All workers across this great country have wage and hour rights. These rights are defined by the Department of Labor’s (DOL) Fair Labor Standards Act (FLSA). Many states also have prevailing wage requirements. These laws are in place to ensure that employees and independent contractors are compensated for what they deserve.
Despite federal and state laws, many employers violate wage and hour requirements. Whether employers are misclassifying workers or fail to pay overtime or minimum wage, the end result is wage theft. Unfortunately, this is a systemic problem in certain industries. In this editorial, a Tampa wage and hour attorney will discuss industries that commonly violate wage and hour laws. If you feel you are owed additional compensation, consult our attorneys.
Waiting for Compensation in the Restaurant Industry
Although wage theft happens in all industries, it’s especially bad in the service industry, where most employees make minimum wage or less. Florida law allows tipped employees (servers and bartenders) to make as little as $5.54 an hour. In Florida, tipped employees need to earn nearly $3 per hour through tipped compensation to make up the difference. If they don’t, the employer should provide additional compensation so that the employee at least makes minimum wage; however, many employers fail to do so.
Another issue is that service industry employers often require workers to perform tasks off the clock to meet business needs. For example, tasks like prepping the kitchen, mopping the bathroom floors, or cleaning the countertops are performed before or after shift times. Workers performing these tasks should be compensated overtime pay.
Wage and Hour Violations Are a Tough Sell in the Sales Industry
Similar to the issue of tipped compensation for restaurant workers, sales associates are usually exempt from minimum wage if they meet the right parameters. Sales positions vary and can include retail employees, outside sales jobs, or employees that work within a sales department of a business. Because of the wide range of sales jobs, some associates earn a salary, whereas others work strictly for commission. Regardless of the way your employer compensates you, you should be at least earning minimum wage.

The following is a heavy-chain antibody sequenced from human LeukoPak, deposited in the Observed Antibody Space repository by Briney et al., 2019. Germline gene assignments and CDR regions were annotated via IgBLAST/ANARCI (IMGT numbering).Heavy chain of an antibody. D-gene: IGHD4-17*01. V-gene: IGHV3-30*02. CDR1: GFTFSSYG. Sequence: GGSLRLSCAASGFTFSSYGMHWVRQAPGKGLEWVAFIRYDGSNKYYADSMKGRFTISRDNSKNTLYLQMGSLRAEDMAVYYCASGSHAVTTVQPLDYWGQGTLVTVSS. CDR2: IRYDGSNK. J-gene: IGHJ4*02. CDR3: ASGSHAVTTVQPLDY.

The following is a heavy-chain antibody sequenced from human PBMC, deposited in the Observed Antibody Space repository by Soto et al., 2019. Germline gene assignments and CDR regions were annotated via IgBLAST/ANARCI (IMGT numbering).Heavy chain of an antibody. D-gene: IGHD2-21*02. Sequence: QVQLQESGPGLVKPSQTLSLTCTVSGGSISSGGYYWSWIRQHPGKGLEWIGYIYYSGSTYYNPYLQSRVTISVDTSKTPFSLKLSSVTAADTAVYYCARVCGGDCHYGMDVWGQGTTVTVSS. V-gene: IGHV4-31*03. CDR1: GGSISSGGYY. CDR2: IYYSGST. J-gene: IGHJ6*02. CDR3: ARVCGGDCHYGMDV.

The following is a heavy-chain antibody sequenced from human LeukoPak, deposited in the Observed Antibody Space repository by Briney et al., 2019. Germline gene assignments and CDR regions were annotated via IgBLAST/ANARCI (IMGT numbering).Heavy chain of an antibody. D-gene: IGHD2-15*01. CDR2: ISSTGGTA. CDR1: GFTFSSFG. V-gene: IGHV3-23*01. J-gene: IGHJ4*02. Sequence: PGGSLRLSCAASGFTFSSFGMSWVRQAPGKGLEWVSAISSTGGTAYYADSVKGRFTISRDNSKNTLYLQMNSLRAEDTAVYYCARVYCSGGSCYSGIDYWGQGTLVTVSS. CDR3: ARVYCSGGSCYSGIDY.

Another common issue with sales positions is that every hour spent on the clock isn’t always accounted for by employers. Traveling salesmen spend significant time driving to and from one workplace to another. This often isn’t considered paid time by employers. Retail store workers can work up to 60 hours a week during the holiday season rush, and many employers do not pay one-and-a-half times compensation for each hour worked past 40 in a workweek. These are all common wage and hour violations experienced by sales associates that can be addressed by a Tampa overtime lawyer.
Sickly Wage and Hour Compensation in the Healthcare Industry
Healthcare professionals across the board work long hours, a common theme with any industry that experiences wage and hour violations. This includes professionals that work in hospitals, residential care, skilled nursing, and assisted living facilities. Common forms of wage theft in the healthcare industry include rounding down total hours worked, excluding travel time spent by the employee, and failing to pay employees for time attending required training programs and seminars.
Many of these types of jobs require employees to use their best judgment when working remotely and many employers will rule out some of these hours for not being authorized by the employer. Regardless, healthcare professionals should be compensated for every single hour they work on the clock.
These Hotel Workers Are Not Enjoying Their Stay
Many workers who should be treated as full-time professionals are misclassified as independent contractors. Employers do this to avoid paying taxes, health insurance, paid-time off, holiday pay, and other benefits to save a few bucks. This is especially common for lower level staff members of hotels, including housekeepers or janitors.
If a worker is truly an independent contractor, they should be treated as their own business entity. For example, an independent contractor brings their own tools to work, they have flexibility with their scheduling, they do not require training, and they have the option to turn down tasks when they want to. In the example of a housekeeper, a hotel will provide this worker with a uniform and cleaning cart to perform their tasks. They will be scheduled to work specific hours each day to turnover rooms. They will be trained in their role and required to undergo courses on company policies. Furthermore, if a housekeeper refuses to do certain tasks, their employment will likely be terminated.
Consult our Wage and Hour Attorneys
Whether you work in the service, sales, healthcare, or hospitality industry, it’s important for you to track your hours and have a basic understanding of your wage and hour rights. If you believe that your employer is not paying you what you are owed, consult our wage and hour lawyers to learn more about your rights.
Disclaimer: The information contained in this article is for general educational information only. This information does not constitute legal advice, is not intended to constitute legal advice, nor should it be relied upon as legal advice for your specific factual pattern or situation.